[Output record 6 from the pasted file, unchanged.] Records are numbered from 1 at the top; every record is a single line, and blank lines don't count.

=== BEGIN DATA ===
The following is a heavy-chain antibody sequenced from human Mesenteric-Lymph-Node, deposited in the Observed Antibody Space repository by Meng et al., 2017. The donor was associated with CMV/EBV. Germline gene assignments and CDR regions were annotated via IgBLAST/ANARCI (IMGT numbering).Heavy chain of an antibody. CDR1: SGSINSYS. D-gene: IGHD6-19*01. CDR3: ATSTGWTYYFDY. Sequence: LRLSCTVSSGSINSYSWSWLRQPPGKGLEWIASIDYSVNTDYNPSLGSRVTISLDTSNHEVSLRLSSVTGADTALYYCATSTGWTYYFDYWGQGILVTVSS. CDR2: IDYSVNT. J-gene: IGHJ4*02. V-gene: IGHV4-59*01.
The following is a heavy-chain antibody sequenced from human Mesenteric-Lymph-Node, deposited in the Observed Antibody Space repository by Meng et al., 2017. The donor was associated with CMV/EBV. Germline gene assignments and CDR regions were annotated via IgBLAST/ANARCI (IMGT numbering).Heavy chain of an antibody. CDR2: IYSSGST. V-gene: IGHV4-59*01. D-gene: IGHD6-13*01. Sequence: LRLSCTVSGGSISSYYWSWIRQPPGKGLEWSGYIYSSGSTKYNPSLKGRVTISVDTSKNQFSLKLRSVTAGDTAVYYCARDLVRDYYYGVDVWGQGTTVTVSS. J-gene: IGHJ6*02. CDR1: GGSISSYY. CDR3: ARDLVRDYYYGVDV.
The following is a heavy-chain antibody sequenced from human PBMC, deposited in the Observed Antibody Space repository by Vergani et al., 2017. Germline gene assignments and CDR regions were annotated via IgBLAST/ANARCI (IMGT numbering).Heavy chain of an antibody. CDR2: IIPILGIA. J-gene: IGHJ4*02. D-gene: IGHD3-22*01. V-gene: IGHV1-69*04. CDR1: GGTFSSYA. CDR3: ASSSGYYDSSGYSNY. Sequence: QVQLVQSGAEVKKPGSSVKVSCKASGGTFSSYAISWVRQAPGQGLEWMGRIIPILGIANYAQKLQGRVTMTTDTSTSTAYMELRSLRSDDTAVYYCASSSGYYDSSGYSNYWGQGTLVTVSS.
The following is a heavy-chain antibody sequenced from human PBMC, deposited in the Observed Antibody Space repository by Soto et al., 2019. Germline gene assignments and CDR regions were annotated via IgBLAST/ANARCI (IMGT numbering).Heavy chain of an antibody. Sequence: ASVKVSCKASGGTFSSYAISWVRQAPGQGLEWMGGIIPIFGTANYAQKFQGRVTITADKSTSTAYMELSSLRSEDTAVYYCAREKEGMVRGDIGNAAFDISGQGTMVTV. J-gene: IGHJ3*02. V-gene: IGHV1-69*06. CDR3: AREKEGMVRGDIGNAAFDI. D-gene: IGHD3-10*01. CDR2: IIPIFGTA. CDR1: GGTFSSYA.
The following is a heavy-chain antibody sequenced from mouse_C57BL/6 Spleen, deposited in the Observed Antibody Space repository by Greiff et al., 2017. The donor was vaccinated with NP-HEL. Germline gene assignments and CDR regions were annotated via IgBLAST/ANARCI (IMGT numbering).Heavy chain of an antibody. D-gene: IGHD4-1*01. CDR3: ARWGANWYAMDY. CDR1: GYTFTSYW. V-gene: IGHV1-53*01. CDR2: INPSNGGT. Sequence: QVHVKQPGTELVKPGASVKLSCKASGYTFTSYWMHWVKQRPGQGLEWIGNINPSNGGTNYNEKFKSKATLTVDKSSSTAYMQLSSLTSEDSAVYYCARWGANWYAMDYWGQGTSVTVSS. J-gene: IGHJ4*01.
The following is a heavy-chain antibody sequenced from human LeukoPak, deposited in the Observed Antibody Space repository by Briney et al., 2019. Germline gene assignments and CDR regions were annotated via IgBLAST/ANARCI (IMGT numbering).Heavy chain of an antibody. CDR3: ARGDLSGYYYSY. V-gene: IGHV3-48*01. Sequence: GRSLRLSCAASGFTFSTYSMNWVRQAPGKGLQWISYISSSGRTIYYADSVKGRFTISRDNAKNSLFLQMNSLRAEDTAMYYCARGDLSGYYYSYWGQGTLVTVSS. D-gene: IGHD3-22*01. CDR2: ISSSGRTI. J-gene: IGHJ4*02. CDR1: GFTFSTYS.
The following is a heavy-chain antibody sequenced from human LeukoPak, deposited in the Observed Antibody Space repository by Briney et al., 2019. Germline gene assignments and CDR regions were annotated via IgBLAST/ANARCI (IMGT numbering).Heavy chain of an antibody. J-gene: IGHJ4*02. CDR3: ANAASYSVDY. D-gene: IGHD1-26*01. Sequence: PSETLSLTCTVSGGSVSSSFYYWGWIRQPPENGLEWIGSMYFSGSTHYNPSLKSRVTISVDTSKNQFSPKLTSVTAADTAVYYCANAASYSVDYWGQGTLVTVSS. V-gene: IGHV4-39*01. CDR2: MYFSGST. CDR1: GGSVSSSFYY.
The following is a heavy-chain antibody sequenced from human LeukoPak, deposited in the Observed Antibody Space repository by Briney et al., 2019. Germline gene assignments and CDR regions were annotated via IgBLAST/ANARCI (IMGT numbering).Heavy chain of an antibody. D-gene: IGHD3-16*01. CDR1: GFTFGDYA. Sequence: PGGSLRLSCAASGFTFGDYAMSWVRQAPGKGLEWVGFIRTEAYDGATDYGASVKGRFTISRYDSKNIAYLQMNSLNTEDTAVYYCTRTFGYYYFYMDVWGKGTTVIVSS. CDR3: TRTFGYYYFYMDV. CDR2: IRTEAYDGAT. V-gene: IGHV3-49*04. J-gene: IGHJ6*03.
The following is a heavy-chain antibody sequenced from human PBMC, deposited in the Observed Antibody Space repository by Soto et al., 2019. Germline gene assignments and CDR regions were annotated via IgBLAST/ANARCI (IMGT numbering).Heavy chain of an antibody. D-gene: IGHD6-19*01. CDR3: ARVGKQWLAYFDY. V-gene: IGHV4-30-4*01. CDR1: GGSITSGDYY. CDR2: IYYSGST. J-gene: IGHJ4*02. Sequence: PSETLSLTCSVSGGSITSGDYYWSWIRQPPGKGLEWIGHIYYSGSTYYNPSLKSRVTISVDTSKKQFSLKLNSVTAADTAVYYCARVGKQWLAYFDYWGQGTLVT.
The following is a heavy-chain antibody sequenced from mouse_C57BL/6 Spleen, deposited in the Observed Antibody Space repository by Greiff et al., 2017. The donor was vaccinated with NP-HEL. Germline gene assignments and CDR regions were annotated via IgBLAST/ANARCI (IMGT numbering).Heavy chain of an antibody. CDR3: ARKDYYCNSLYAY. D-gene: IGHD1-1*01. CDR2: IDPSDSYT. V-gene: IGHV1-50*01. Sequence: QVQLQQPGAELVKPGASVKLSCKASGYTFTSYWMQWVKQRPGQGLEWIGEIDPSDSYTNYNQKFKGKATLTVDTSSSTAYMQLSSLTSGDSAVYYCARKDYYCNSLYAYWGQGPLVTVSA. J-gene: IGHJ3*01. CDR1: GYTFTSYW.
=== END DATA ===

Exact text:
The following is a heavy-chain antibody sequenced from human LeukoPak, deposited in the Observed Antibody Space repository by Briney et al., 2019. Germline gene assignments and CDR regions were annotated via IgBLAST/ANARCI (IMGT numbering).Heavy chain of an antibody. CDR3: ARGDLSGYYYSY. V-gene: IGHV3-48*01. Sequence: GRSLRLSCAASGFTFSTYSMNWVRQAPGKGLQWISYISSSGRTIYYADSVKGRFTISRDNAKNSLFLQMNSLRAEDTAMYYCARGDLSGYYYSYWGQGTLVTVSS. D-gene: IGHD3-22*01. CDR2: ISSSGRTI. J-gene: IGHJ4*02. CDR1: GFTFSTYS.